Poor Workplace Relationships
Poor workplace relationships includes negative interactions in the workplace such as sarcasm, mocking or exclusion. If left unchecked these can develop into more high-intensity and damaging interactions such as bullying, violence and aggression.
It is important to remember that these interactions can be either verbal or non-verbal (ie. in writing, body language). Poor relationships can exacerbate stress, anxiety and depression. Proactive steps need to be taken to prevent or reduce conflict as early as possible.
Examples of poor workplace relationships include:
- Workplaces where harassment, gendered violence, or discrimination is present.
- Poor relationships between managers, supervisor, employers and workers.
- High levels of conflict between employers and workers particularly when the former are unwilling to negotiate for improvements to workers conditions, respond to workers complaints or consult with HSR's and workers.
- Persistent arguments, disagreements or hostility between team members
- Threatening body language
- Abusive or offensive emails or messages
- Power struggles and conflicts of interest between individuals or groups within the organisation
- Micromanagement or excessive control from supervisors, leading to strained relationships
- Resistance to change and conflicts arising from differing perspectives or approaches
- Employer's discouraging union activity.
- Exclusion of workers or a group a workers.
- Inappropriate behaviours between workers because of alack of fairness and equity in dealing with organisational issues or where performance issues are not managed properly.
When managing the risks of poor workplace relationships, employers must be proactive and implement control strategies which prevent risks from occurring or minimise their impact if they do occur. Employers must identify and eliminate or minimise psychosocial risks so far as is reasonably practicable. How long (duration), how often (frequency) and how significantly (severity) workers are exposed to psychosocial hazards impacts the level of risks.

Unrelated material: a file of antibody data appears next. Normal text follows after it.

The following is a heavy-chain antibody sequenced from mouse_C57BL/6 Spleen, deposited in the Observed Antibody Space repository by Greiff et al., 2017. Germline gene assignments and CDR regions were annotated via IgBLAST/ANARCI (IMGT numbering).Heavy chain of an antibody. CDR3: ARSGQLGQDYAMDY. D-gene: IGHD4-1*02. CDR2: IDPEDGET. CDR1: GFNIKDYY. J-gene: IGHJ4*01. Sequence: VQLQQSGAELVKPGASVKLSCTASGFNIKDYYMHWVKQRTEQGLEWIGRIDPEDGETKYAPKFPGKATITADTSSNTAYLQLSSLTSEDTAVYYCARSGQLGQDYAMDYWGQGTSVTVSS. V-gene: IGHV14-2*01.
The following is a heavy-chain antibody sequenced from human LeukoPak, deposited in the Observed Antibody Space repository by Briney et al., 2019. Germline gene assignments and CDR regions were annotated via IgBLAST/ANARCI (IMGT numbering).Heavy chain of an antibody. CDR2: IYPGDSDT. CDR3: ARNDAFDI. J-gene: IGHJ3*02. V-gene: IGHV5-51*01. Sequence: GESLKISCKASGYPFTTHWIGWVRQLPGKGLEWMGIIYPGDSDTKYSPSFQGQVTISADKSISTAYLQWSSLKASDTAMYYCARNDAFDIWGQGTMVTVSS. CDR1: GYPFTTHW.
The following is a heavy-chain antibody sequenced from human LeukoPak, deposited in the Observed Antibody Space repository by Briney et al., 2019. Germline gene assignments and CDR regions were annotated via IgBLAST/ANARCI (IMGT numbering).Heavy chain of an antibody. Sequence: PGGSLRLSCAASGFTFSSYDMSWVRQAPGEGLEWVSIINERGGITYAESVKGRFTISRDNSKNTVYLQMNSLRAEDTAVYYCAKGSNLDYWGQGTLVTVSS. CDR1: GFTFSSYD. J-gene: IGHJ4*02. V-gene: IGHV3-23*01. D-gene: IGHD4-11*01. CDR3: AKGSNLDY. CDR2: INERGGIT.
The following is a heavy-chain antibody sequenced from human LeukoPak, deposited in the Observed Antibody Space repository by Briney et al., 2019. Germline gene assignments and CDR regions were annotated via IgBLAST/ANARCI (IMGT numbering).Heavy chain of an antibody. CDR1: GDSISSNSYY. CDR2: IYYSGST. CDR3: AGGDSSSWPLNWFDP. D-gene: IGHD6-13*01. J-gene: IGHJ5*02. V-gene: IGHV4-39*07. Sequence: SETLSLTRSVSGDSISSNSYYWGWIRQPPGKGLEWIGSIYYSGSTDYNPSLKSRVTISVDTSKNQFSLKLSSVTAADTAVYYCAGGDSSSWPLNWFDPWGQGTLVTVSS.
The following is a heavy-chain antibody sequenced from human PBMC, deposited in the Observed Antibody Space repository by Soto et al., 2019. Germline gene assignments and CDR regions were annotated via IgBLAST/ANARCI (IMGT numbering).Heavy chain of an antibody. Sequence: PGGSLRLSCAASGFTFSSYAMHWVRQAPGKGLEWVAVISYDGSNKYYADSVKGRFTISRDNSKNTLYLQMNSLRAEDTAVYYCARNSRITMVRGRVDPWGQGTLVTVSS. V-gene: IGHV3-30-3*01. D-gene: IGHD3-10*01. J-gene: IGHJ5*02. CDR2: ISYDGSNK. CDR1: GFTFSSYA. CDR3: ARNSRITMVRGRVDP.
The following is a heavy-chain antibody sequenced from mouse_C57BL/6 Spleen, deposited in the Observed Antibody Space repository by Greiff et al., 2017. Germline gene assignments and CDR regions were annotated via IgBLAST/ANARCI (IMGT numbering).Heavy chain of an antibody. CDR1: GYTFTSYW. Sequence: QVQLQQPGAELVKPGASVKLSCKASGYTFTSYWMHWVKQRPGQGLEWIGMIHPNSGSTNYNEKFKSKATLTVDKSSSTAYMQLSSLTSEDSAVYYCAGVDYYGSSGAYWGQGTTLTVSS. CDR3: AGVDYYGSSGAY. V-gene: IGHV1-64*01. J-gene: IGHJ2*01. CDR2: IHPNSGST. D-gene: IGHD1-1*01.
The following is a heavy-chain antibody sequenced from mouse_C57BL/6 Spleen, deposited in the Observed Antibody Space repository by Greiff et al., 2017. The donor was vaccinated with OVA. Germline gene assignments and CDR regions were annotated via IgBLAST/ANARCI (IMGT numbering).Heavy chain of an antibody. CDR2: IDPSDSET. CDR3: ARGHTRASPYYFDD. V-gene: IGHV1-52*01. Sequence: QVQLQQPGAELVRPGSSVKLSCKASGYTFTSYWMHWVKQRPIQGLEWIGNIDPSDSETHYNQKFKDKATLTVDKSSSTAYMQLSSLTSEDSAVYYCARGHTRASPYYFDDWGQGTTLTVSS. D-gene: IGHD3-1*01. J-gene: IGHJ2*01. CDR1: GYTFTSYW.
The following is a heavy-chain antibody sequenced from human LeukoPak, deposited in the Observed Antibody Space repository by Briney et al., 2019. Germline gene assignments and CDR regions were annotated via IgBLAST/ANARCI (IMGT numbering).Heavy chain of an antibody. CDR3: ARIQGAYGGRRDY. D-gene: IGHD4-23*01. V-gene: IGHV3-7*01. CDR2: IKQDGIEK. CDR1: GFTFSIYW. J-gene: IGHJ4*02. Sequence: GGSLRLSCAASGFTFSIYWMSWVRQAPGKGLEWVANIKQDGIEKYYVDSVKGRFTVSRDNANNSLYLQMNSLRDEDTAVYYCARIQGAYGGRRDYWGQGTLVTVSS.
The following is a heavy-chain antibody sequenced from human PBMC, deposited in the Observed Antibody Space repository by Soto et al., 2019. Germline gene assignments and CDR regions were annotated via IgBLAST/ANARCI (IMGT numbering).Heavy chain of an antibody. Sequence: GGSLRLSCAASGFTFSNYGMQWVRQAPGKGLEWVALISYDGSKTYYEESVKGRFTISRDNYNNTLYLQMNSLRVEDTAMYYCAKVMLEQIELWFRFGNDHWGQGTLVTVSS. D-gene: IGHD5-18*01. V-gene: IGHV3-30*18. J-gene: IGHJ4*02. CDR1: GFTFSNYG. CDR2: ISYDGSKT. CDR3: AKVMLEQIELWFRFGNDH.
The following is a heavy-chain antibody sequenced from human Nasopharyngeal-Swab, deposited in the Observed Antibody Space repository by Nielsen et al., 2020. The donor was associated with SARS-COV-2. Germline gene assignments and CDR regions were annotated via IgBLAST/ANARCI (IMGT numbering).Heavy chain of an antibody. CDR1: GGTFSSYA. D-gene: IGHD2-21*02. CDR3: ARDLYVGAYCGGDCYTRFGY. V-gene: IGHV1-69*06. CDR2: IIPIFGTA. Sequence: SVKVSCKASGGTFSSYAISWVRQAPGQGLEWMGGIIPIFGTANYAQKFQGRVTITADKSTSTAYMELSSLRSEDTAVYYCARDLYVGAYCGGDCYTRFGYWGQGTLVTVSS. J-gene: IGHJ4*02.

Examples of control measures and risk management strategies include:
- Strong systems for setting and managing behavioural expectations. These must be made in consultation with workers and health and safety representatives and be applied fairly and equally without regard to workplace hierarchy. These systems could include:
- Conflict resolutions processes like mediation or facilitated discussions to resolve conflict.
- Codes of conduct
- Independent investigations into serious misconduct.
- Strong systems for consultation and incorporating workers perspectives into tasks.
- Encouraging open communication between workers and management.
- Regular team meetings to discuss work pressures.
- Recognising that differences in workers ideas can be opportunities to improve tasks and work design
- Managing issues in a consistent and timely manner
- Training managers to respond to workers issues in a sensitive way.
- Safe, confidential and responsive reporting mechanisms for when issues occur
Examples of strategies that can be used as an HSR to identify the hazard include:
- Using anonymous surveys and tools to assess psychosocial risks in the workplace and ascertain issues co-workers are having
- As an HSR, using your powers under section 69 of the OHS Act to request information about the health and safety of workers. This information could include absentee data, anonymised incident reports, complaints, time-off records, injuries or incidents.
- Examine co-worker interactions.
- Consider the intersection of poor workplace relationships with other hazards such as low job control, poor environmental conditions etc. This systems based approach takes into account that oftentimes a poor workplace environment with the presence of other psychosocial or physical hazard is creating stress which leads to tension between co-workers and consequently, poor workplace relationships.
Mind Your Head has an excellent database on psychosocial hazards. It breaks down hazards into their impacts and the risk assessment and control measures that can be used. Find it here.
Updated July 2023